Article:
Oh, I don't know. They were all great fun at the time. You know though, when you're working on something, you are stuck most of the time because you're trying to figure it out. I've spent my entire career being stuck. People don't find that very interesting, and they don't give you the time of day about it. But then 20 years later when it starts to look like a good idea, they start calling you. By that time, I'm working on something else.

For example, I've gotten three or four calls in the last month asking me to give big talks at big conferences on neuromorphic circuits. But I haven't done it for 15 years, or maybe 20! I tell them to talk to my students, because they are current in the field and doing leading-edge work right now. My students are really what I'm most proud of.

If you could go back in time, what would you tell your 18-year-old self when he first stepped onto the Caltech campus and asked to see the 20-inch scale-model telescope?

I'd tell him that when you're in groups of people, whether they're groups of undergraduates or people at conferences, there will always be somebody who makes sure you know that they know a lot more than you do. I always felt very inferior to those people.

Gradually I learned that those aren't the people who really know interesting things. The people who really know things are people like Kip Thorne. You have a hard time getting it out of him sometimes, but there's a lot of knowledge stored in his head. Gordon Moore is like that; John Bardeen was too. The people I've gotten to know who are really on top of what they're doing aren't the ones who are out bragging and beating their chests. They're the ones who are thoughtful and just doing their work.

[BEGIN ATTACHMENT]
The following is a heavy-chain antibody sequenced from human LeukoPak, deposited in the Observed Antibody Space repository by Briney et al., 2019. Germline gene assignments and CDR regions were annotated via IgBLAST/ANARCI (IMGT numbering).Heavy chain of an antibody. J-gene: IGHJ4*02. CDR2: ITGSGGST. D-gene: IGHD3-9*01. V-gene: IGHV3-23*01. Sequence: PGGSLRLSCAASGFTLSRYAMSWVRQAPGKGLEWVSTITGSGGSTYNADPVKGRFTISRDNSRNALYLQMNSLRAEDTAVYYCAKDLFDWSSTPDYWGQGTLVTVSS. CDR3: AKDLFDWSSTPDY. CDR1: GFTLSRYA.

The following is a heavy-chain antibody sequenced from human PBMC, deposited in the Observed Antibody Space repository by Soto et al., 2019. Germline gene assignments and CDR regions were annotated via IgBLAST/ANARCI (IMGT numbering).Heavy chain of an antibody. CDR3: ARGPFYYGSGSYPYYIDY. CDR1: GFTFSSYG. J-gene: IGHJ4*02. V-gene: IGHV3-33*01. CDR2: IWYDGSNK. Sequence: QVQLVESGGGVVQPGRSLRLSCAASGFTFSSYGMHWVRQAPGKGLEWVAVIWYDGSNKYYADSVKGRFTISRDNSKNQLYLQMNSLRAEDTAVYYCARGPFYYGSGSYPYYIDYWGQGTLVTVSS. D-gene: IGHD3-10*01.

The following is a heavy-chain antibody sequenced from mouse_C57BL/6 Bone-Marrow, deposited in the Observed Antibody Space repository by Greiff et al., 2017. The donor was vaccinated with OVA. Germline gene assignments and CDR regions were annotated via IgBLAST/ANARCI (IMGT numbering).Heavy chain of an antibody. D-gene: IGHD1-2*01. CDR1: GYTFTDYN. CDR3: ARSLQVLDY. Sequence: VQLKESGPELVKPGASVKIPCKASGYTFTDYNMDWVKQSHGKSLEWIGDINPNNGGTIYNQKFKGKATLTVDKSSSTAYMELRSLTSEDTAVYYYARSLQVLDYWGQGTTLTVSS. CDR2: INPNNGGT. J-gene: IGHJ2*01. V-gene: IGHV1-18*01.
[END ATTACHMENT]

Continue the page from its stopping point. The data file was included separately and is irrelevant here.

It took me too long to learn this. Even as a faculty member, you find this attitude everywhere, especially if you're doing things a little differently from other people. So I would advise people, don't let the know-it-alls put you down. Just follow what you believe is right, and you'll get there.

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Carver Mead Looks Back on His Caltech Life
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Caltech Faculty Elected to the American Academy of Arts and Sciences

The American Academy of Arts and Sciences has elected three Caltech faculty members as academy fellows. They are John F. Brady, Chevron Professor of Chemical Engineering and Mechanical Engineering and executive officer for chemical engineering; Kenneth A. Farley, W. M. Keck Foundation Professor of Geochemistry and chair of the Division of Geological and Planetary Sciences; and Fiona A. Harrison, Benjamin M. Rosen Professor of Physics.

"It is a privilege to honor these men and women for their extraordinary individual accomplishments," said Don Randel, chair of the academy's board of directors, of the 204 newly elected fellows and 16 foreign honorary members. "The knowledge and expertise of our members gives the academy a unique capacity—and responsibility—to provide practical policy solutions to the pressing challenges of the day. We look forward to engaging our new members in this work."

Brady works in the area of complex fluids and active matter that includes microstructural elements such as suspensions, colloidal dispersions, and self-propelling particles. Understanding these materials led Brady to develop a novel computational method called Stokesian dynamics. He won the 2012 Fluid Dynamics Prize from the American Physical Society and was elected to the National Academy of Engineering in 1999.

Most of Farley's research has focused on terrestrial geochemistry, but he is now increasingly interested in planetary science and especially exploration of the geochemistry, geology, and geomorphology of Mars. In his laboratory on the Caltech campus, Farley and his group measure noble gases such as helium and neon in rock and mineral samples. One major objective of this work is determining the ages and surface exposure history of Earth's geological features. Farley was recently involved in the first-ever experiments of this type carried out on the surface of Mars, via an instrument on board the Mars Science Laboratory's Curiosity rover. He has received the Day Medal of the Geological Society of America and the Macelwane Award of the American Geophysical Union, and was elected to the National Academy of Sciences in 2013.